The other complaint is that the Commission is not taking environmental considerations into account when deciding whether to approve national state aid, instead looking narrowly at whether the aid distorts competition in the market.

The EU executive is not only authorised, but is actually required, under the EU treaties to apply environmental considerations, even in its assessment of non-environmental aid, say lawyers from Redeker Sellner Dahs, which carried out the analysis for ClientEarth.

“However, to date the EU Commission has been very reluctant to exercise its wide discretion in state aid matters to push for an alignment of national aid measures with European climate and energy objectives,” the report concludes.

It recommends adding a new compatibility assessment criterion to the Commission’s state aid decision-making practice that addresses the consistency of aid measures with EU climate protection and energy transition objectives.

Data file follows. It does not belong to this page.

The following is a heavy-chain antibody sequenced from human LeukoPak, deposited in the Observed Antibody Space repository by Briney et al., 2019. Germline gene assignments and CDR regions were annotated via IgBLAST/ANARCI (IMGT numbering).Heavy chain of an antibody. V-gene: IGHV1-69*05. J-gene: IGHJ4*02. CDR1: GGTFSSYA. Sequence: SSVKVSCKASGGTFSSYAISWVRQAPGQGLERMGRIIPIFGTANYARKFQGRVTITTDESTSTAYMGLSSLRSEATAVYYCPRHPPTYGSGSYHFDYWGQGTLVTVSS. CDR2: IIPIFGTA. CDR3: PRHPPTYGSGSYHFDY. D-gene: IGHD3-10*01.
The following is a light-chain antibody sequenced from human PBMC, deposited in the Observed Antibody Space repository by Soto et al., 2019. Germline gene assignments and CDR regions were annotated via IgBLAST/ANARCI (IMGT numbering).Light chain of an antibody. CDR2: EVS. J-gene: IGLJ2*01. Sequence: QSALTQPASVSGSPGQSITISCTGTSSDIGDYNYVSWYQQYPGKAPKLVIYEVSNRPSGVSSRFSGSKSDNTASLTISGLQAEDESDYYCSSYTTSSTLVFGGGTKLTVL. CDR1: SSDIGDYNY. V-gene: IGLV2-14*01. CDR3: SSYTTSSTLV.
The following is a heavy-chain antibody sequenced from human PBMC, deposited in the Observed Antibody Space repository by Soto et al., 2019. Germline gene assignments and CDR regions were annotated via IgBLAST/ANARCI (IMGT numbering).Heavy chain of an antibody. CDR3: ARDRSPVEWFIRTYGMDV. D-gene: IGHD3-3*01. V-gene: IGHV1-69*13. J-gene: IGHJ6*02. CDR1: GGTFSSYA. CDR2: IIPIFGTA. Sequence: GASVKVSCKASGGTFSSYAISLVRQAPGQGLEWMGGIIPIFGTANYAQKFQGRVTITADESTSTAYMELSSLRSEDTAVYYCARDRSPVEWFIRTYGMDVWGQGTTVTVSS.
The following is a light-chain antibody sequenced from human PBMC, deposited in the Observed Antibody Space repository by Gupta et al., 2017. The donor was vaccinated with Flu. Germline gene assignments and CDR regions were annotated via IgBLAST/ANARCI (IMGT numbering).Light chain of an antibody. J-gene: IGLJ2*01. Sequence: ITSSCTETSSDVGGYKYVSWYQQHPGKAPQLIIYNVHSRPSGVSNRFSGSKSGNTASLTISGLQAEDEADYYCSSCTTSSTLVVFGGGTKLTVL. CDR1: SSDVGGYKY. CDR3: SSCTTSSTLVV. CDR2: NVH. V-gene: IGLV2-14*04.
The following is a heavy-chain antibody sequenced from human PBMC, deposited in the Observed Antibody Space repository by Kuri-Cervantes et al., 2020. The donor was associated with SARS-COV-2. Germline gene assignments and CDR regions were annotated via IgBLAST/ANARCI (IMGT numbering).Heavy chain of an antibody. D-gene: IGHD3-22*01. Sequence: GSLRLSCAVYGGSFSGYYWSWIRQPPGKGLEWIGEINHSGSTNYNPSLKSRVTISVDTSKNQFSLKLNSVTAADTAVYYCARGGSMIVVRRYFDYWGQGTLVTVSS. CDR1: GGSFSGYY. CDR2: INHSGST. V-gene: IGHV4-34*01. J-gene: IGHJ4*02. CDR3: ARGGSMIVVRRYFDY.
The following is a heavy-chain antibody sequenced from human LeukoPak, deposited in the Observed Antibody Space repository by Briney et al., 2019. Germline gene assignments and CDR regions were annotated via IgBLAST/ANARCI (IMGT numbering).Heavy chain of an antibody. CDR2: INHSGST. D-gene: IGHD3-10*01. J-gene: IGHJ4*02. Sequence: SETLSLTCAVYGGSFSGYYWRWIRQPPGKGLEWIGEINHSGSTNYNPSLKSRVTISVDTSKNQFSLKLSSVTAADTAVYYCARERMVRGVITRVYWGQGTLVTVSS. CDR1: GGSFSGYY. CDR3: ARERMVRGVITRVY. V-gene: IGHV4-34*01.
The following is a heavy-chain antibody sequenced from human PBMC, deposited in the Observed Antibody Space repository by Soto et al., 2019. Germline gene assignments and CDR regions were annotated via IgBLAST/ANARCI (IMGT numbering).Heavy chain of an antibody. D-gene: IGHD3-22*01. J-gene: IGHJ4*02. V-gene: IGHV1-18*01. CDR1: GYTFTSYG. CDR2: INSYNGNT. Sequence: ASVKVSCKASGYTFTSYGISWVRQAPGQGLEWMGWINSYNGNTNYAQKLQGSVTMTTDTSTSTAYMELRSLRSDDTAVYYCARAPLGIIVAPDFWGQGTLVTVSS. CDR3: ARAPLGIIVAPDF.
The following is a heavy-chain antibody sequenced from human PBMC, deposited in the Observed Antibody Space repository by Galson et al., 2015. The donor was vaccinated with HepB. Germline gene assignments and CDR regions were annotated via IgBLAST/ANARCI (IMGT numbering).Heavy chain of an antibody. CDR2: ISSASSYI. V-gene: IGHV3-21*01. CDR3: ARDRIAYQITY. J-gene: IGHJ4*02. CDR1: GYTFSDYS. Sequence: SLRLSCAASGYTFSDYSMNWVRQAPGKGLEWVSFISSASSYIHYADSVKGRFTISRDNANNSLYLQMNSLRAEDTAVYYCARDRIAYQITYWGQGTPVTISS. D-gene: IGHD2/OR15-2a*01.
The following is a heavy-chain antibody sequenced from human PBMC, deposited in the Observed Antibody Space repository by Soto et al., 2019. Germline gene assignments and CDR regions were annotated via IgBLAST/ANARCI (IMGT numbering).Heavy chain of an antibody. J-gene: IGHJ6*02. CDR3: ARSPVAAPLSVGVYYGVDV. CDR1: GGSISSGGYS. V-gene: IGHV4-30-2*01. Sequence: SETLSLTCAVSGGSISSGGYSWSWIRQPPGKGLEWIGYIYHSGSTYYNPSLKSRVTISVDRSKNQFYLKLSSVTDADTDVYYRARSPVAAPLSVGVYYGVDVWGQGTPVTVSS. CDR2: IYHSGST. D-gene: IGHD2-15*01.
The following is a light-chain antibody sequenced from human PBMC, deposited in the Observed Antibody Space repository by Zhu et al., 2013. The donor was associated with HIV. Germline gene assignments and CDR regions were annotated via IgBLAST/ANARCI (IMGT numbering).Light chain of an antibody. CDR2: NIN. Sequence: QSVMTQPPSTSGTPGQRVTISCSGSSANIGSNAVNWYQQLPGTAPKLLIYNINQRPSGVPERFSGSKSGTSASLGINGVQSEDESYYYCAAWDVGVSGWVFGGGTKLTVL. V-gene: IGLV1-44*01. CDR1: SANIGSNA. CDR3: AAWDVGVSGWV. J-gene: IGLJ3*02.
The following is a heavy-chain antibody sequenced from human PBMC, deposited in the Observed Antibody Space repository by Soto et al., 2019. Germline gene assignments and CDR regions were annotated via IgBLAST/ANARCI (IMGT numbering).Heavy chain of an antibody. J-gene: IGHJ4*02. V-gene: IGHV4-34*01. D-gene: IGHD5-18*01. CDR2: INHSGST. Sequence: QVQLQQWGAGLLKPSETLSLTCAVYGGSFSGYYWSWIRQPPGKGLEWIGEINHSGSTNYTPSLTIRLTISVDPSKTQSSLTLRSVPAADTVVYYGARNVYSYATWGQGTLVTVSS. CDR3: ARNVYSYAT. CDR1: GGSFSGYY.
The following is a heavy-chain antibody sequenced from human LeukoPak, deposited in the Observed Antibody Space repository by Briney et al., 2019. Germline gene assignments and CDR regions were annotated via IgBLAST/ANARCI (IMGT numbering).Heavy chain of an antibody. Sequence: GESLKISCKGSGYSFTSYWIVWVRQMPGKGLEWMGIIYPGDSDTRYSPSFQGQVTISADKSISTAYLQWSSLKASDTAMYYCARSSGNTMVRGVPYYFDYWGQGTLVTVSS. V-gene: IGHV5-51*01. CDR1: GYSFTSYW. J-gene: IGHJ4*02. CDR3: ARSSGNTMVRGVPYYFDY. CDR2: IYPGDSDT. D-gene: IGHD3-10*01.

Vestager has signalled she may be open to this.

“We could look at the possibility of firm rules, requiring that aid mustn’t undermine the Green Deal,” she said. “We might refuse to approve aid that would harm the environment, or would keep polluting factories or power plants operating. Obviously, that would have to happen within the limits of the Treaty, and in line with the rights of member states”.

Another change, she said, could be allowing governments to give more public money than normal if they are giving it to projects that meet Green Deal goals.

Case in point: gas heating

Gas heating offers a concrete example of how a lack of environmental considerations in state aid can work directly against the Green Deal, say campaigners. The European Geothermal Energy Council (EGEC) sent a letter to Vestager at the end of September complaining that EU policy is giving gas a dominant market position at the expense of readily available competition from renewable heating and cooling solutions.

“You can’t have a conversation about state aid without looking at the biggest elephant in the room, which is the massive fossil fuel subsidies we have for gas,” says EGEC head of policy Sanjeev Kumar. “The whole green deal doesn’t work if you don’t introduce competition for heating rather than competition for gas.”